This is an archived article that was published on sltrib.com in 2014, and information in the article may be outdated. It is provided only for personal research purposes and may not be reprinted.
Because the Salt Lake area's air quality fails to meet EPA's standards for fine particulates (PM 2.5) EPA designated three non-attainment areas Salt Lake, Provo, and the Cache Valley. Utah must therefore revise its state implementation plan (SIP) to reduce emissions of PM 2.5 and other gaseous pollutants that are converted to PM 2.5 in the atmosphere. A revised PM 2.5 SIP was sent to EPA for approval in December.
However, even if EPA approves it, our air is likely to remain a threat to human health because an approved SIP does not necessarily lead to clean air. EPA has been approving SIPs for 40 years that fail to achieve compliance with air quality standards. Course particles (PM 10), for example, have been regulated since 1971, but in 2014 there are about 38 non-attainment areas. Moreover, the state's air pollution control program needs to address local conditions that include winter inversions and the nation's highest rate of population growth. However, Utah's law severely limits Utah's Division of Air Quality (DAQ) ability to impose emission limits that are more stringent than federal requirements.
DAQ reports that about half the winter air pollution in the Salt Lake area is from mobile road sources. These emissions are regulated by EPA, which has dramatically reduced emissions from these sources. Utah's SIP revision is depending on EPA's mandated future emission reductions to lower emissions from mobile road sources in 2019 by 15.6 percent for PM 2.5, 49.0 percent for volatile organic compounds (VOCs) and 48.1 percent for nitrogen oxides (NOx) from the 2010 base year.
However, improved vehicle emissions will be nullified if people drive more miles. Utah has the power to regulate how, when and where vehicles are used after they are purchased, however, little effort has been made to use this power to reduce driving.
Area sources are the second highest source of emissions with 25.5 percent of the PM 2.5, 35.6 percent of the VOCs, and 12.9 percent of the NOx in 2014. Implementation of new regulations is expected in 2019 to reduce PM 2.5 by 23.5 percent and VOCs by 37.09 percent but NOx will increase slightly from the 2010 base year.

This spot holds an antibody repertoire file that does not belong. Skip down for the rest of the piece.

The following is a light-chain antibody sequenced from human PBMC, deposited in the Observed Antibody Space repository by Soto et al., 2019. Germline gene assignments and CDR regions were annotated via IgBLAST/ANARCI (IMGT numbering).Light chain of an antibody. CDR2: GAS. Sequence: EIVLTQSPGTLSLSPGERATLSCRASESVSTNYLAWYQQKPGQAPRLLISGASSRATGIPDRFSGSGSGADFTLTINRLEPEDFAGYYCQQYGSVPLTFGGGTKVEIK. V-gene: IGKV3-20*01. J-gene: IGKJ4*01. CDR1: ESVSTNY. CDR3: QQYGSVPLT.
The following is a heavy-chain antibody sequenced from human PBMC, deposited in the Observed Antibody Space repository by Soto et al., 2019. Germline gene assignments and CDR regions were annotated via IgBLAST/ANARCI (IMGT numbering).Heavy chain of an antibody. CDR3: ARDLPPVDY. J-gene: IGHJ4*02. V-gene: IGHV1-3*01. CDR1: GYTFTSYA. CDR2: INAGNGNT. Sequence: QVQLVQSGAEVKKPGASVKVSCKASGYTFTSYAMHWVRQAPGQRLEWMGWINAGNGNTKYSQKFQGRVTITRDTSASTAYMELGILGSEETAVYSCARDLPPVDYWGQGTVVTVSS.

Utah's DAQ identifies solid fuel burning as the most significant area wide source of air pollutants. Regulations applicable to wood stoves and fireplaces in the non-attainment areas went into effect Jan. 1, 2014. However, there are more than 36,000 sources to be regulated. Enforcing these regulations will be difficult, expensive, and unpopular.
Salt Lake's point source category in 2014 is responsible for 23 percent of the PM 2.5, 7.6 percent of the VOCs, and 16 percent of the NOx. Point sources in 2019 are projected to increase emissions by 21.3 percent for PM 2.5, 45 percent for VOCs, and 28.2 percent for NOx from the 2010 base year. EPA's mandated reductions in mobile source emissions are used by Utah to allow point source emissions to increase. Utah's 41 major stationary sources in the three PM 2.5 non-attainment areas are required to reduce emissions far less than mobile sources, and some are allowed to increase emissions.
Utah's air pollution quality can be improved using the Clean Air Act, including SIP revisions. But air quality improvement is unlikely to occur unless the Utah legislature gives DAQ and other state agencies more authority to create a Utah solution. This will require continued attention to improving mass transit, limiting highway construction, discouraging urban sprawl, tightening building codes and encouraging energy conservation and the use of non-fossil fuel. Depending solely on EPA's requirements to improve our air quality will not solve our problem.
Arnold W. Reitze Jr. is a professor of law at the S.J. Quinney College of Law, University of Utah, and professor of environmental law emeritus at The George Washington University School of Law.